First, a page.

Renewables rise to 15% of U.S. electricity generation in Q1-Q3 2016

According to the latest information from the U.S. Department of Energy’s Energy Information Administration, renewable energy has increased to 15% of U.S. electricity generation in the first nine months of 2016, its highest level in at least 30 years. And while the largest single source is still hydroelectric dams, all non-hydro sources now make up a larger share at 8.5% of all generation.

Both distributed and utility-scale solar added up to 1.4% of total generation during this period, a 41% increase over the figure for the first nine months of 2015. And while the U.S. beat out Japan to become the world’s second-largest solar market this year, due to in part to its large size solar makes up a smaller portion of total generation than in Japan, most Western European nations and even some countries in Latin America.

Globally, Italy was the leading nation for the portion of electricity from solar at around 9.1% of production in 2015. However, this year Italy may be surpassed by Honduras, which installed 388 MW of solar in 2015 in a nation of only 8 million residents with a per-capita GDP of under $5,000 annually. In Germany, which was long the solar market leader, solar represented 6% of generation in 2015.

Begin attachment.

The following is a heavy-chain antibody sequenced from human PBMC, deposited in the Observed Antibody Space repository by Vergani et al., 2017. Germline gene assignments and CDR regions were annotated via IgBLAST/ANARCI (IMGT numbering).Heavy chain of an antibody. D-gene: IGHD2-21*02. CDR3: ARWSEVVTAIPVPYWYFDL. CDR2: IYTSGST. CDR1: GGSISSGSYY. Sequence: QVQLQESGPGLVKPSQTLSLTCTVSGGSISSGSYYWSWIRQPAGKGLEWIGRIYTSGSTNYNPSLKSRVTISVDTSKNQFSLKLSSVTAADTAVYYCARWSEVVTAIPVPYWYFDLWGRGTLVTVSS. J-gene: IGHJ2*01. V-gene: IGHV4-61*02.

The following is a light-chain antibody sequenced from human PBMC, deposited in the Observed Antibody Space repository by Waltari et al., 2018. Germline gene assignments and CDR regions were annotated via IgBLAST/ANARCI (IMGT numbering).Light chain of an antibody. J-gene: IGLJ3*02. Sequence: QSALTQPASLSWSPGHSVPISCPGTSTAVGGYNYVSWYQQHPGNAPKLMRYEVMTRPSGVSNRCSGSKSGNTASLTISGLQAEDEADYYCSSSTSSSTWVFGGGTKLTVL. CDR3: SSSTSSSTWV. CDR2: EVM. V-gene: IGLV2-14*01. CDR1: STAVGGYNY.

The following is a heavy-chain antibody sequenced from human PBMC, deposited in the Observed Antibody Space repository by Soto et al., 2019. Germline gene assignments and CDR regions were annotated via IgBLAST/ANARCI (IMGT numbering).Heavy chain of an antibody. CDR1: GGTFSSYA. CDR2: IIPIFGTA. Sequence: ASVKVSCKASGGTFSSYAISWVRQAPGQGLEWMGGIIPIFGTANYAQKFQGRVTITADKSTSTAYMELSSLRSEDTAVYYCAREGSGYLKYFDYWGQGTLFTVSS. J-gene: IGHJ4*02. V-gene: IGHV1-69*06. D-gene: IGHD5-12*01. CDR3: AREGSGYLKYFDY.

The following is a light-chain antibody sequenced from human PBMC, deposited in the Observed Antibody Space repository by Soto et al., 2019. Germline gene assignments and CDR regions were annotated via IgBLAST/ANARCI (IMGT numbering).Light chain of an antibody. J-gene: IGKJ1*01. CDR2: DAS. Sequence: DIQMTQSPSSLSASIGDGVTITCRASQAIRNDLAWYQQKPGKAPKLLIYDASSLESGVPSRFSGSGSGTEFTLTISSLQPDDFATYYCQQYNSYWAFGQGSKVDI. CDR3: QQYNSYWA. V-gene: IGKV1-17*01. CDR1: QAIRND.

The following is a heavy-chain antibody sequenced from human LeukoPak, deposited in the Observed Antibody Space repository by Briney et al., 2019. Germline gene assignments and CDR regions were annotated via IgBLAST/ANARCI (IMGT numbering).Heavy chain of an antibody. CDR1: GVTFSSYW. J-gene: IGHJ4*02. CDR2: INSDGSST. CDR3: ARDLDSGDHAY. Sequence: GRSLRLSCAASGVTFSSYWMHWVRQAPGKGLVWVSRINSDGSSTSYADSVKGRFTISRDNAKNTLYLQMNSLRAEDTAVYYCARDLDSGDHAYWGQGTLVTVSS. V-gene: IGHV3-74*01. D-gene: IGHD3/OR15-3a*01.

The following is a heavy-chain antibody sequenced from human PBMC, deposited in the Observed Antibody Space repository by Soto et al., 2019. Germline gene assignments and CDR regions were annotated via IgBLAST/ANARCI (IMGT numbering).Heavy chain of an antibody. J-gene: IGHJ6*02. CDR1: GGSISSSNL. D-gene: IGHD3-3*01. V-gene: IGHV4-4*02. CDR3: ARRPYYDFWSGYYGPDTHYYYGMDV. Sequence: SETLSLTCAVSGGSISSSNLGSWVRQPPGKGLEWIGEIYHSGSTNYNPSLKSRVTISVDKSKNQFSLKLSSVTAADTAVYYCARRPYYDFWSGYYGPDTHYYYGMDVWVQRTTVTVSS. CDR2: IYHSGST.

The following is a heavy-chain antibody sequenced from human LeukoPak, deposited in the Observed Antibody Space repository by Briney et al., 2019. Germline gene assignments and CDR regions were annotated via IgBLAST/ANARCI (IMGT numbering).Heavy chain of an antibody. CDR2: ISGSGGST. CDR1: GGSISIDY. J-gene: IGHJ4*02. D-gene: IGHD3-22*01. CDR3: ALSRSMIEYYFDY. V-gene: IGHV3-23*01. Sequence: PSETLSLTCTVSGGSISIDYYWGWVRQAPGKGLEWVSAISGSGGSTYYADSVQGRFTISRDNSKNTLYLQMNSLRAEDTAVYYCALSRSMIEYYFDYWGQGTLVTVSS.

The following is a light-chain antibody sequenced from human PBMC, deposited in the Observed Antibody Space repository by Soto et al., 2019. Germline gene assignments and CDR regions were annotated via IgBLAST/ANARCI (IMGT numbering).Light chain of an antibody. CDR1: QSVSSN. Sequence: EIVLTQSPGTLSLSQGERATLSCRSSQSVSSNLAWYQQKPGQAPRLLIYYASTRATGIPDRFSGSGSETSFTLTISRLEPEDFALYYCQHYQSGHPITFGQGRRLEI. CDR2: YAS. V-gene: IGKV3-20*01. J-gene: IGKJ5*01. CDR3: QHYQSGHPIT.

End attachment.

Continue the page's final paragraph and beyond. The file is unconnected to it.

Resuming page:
However, the United States’ portion of solar will increase significantly in coming years, as solar and wind are the leading sources of new capacity coming online. The United States is expected to install 13-14 GW of solar PV this year, which will increase the overall capacity in the nation by 50%. According to Mercom Capital the United States will install another 13 GW in 2017, which means that the overall capacity of solar will double in only two years.

Currently the largest source of non-hydro electricity in the United States is wind, which represented 5.2% of generation in the first nine months of 2016. Similar to the extension of the U.S. Investment Tax Credit, the extension of the federal Production Tax Credit for wind means that the U.S. wind market remains strong, and a higher portion of non-hydro renewables can be expected in future years.